2018 WinnerMachine learning for smarter seed selection
The Inspire Challenge is an initiative to challenge partners, universities, and others to use CGIAR data to create innovative pilot projects that will scale. We look for novel approaches that democratize data-driven insights to inform local, national, regional, and global policies and applications in agriculture and food security in real time; helping people–especially smallholder farmers and producers–to lead happier and healthier lives.
This proposal was selected as a 2018 winner, with the team receiving 100,000 USD to put their ideas into practice.
Machine learning for smarter seed selection
Each year, farmers around the world decide what to plant in their fields. The seeds they choose matter greatly; livelihoods and food security, for the farmer and others linked by the global food system, are at stake. While some seed varieties have the potential to produce record-breaking yields, they also carry risk and depend on specific conditions. Other seed varieties have more stable, but comparatively lower yields.
Using machine learning, researchers can predict both yields and risks associated with different seeds at a specific farm and select a mixture of varieties that represents the optimal trade-off. Using data from hundreds of on-farm and experimental International Maize and Wheat Improvement Center (CIMMYT) sites, as well as a network of seed companies producing varieties for diverse agro-ecologies, BioSense will develop machine learning models that predict the performance of seed varieties in particular conditions in order to advise maize farmers in Mexico on what to plant.
The project benefits seed companies and farmers alike. Seed companies can ensure that they sell the best seed variety possible for a specific region, which reduces the risk of marketing the wrong type of seed to the target population. In turn, this reduces farmers’ risk of low crop yield or crop failure. It also minimizes risk for government programs that subsidize maize seed to support smallholder farmers. As smallholder farmers’ production increases, so will Mexico’s maize self-sufficiency.
Finally, the project will serve as a decision support tool. Through climate prediction data, seed companies and farmers can plan for the use of seeds best suited to changing, future climates. This service will be provided for free to the seed companies involved with the project–most of which are small and otherwise lack the capital needed to access decision support services.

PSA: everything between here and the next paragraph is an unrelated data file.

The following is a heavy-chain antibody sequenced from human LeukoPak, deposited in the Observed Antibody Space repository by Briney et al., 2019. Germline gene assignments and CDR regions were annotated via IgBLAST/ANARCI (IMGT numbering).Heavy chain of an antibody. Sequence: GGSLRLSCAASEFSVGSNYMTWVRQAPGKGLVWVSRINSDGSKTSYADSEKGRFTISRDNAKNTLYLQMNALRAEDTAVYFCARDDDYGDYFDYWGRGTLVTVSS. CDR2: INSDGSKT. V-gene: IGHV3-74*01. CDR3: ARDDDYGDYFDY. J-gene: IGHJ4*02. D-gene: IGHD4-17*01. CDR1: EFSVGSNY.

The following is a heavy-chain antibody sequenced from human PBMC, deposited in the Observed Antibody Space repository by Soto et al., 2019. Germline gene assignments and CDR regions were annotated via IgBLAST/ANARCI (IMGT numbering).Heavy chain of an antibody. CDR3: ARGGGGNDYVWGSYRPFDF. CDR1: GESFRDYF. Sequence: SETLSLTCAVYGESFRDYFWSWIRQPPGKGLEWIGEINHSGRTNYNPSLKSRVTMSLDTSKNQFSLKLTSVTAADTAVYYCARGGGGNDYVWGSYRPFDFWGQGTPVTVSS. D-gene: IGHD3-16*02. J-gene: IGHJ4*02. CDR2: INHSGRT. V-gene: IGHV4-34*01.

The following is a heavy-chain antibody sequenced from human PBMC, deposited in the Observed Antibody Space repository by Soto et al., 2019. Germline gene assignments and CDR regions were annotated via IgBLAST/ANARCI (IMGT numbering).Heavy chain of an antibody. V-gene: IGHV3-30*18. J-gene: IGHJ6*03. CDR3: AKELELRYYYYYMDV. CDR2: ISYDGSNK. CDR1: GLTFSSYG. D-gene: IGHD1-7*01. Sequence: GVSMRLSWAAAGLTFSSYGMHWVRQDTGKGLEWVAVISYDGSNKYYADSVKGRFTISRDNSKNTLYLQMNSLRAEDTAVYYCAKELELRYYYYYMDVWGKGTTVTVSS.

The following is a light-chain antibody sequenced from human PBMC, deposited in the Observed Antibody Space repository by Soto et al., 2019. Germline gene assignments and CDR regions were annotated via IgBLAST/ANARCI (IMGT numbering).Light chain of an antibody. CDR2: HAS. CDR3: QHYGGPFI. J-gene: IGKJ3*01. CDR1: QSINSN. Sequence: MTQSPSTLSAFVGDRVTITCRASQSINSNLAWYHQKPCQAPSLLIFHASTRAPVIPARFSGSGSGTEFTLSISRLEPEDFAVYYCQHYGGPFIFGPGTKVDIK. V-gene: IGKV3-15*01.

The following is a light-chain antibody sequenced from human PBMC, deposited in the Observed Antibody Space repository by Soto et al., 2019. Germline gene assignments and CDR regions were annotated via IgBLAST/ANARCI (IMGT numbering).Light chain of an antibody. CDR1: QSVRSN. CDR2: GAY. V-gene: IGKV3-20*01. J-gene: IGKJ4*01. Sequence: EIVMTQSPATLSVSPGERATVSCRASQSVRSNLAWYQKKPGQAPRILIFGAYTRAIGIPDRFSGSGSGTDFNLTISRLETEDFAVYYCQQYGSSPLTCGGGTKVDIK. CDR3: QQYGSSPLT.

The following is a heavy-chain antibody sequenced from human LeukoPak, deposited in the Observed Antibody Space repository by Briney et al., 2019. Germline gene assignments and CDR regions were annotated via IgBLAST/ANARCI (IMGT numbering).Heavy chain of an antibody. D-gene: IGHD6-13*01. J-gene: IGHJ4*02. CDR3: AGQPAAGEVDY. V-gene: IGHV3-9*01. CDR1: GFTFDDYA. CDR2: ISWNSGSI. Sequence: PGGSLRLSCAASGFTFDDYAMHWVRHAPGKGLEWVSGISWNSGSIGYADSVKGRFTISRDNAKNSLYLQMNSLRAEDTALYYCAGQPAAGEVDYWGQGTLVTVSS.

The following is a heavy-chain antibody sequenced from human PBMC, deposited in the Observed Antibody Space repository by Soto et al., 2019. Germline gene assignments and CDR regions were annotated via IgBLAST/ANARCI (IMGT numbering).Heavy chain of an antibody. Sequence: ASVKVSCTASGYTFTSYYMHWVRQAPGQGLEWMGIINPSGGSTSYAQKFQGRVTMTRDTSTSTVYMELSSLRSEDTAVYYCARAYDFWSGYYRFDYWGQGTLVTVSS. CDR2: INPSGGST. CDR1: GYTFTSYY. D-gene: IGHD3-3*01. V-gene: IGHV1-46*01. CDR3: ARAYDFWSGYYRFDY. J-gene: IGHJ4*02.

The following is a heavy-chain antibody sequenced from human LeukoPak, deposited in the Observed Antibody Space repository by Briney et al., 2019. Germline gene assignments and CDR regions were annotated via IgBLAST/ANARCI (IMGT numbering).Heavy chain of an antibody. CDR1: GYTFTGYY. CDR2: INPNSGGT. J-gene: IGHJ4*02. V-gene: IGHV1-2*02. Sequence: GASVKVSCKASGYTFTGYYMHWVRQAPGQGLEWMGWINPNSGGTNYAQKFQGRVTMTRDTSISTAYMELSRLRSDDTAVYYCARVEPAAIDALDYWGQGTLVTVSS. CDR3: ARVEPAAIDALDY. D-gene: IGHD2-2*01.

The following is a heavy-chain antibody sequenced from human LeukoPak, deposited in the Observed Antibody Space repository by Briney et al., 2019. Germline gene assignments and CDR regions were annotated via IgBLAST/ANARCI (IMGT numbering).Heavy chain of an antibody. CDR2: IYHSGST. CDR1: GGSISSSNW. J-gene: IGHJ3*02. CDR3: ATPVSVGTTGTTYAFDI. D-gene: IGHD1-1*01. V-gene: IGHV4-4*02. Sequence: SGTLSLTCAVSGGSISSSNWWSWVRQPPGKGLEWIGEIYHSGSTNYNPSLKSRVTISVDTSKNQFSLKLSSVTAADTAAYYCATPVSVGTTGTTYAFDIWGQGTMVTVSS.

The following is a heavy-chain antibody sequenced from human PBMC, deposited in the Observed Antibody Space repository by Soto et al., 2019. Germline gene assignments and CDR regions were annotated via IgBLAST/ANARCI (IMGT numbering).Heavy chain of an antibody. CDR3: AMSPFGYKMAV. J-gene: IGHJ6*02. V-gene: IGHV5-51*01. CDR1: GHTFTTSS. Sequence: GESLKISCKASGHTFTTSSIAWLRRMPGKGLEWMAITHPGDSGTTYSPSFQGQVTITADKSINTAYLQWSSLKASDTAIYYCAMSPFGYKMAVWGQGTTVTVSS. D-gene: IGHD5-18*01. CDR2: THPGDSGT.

Dr Sanja Brdar | Email
Head of Knowledge Technologies Group at BioSense Institute
Marko Panić | Email
Machine Learning Expert at BioSense Institute
Oskar Marko | Email
Data Analytics Expert at BioSense Institute
Weather and Climate Expert at BioSense Institute
Dr Kai Sonder | Email
Head of GIS Unit at CIMMYT
Dr Alberto Chassaign
Maize Seed systems specialist for Latin America at CIMMYT
Step by step
The team created a database with all the necessary data about maize production in Mexico. It includes satellite images, performance data, and weather information.
Digitisation of field records
Hundreds of samples about maize growth and agricultural practice on CIMMYT’s test fields were integrated into the database.
Samples of new maize varieties were collected from 126 evaluation sites in 2017 and from 115 in 2018.
Project partner Biosense used machine learning techniques to determine which of the maize varieties would work best at any of these sites, comparing climate, soils, and other parameters. If the developed algorithm is successful, the team hopes to use it in other countries in order to give a variety of recommendations to farmers in specific locations.
The team developed modules for automatic acquisition of soil data, historical weather data, and satellite vegetation indices based on the GPS location.
The team then engineered meteorological and satellite features that are good indicators of yield, based on the domain knowledge.
The team fused data coming from heterogeneous sources into a single database suitable for machine learning.
A data-driven yield prediction model will be developed based on soil and climate data, as well as a model for assessing yield stability—the hybrids’ response to drought and other factors.
Development of seed selection algorithm
A module for finding the portfolio of hybrids with optimal yield/risk trade-off at the particular farm will be developed. Fertiliser application will be optimised using machine learning and evolutionary algorithms.
The system will be thoroughly tested and its performance will be evaluated. The team will then assess its potential for scaling up on a global level.